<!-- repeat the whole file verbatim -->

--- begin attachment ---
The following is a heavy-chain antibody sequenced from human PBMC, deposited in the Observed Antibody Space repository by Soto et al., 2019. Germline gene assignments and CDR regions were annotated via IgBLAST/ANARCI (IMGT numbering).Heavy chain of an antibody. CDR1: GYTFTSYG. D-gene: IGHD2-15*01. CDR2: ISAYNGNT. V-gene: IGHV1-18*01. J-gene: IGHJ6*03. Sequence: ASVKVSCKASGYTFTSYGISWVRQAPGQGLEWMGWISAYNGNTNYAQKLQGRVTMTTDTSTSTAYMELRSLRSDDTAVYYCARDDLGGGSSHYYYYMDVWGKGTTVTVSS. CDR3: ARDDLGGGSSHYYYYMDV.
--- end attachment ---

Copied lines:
The following is a heavy-chain antibody sequenced from human PBMC, deposited in the Observed Antibody Space repository by Soto et al., 2019. Germline gene assignments and CDR regions were annotated via IgBLAST/ANARCI (IMGT numbering).Heavy chain of an antibody. CDR1: GYTFTSYG. D-gene: IGHD2-15*01. CDR2: ISAYNGNT. V-gene: IGHV1-18*01. J-gene: IGHJ6*03. Sequence: ASVKVSCKASGYTFTSYGISWVRQAPGQGLEWMGWISAYNGNTNYAQKLQGRVTMTTDTSTSTAYMELRSLRSDDTAVYYCARDDLGGGSSHYYYYMDVWGKGTTVTVSS. CDR3: ARDDLGGGSSHYYYYMDV.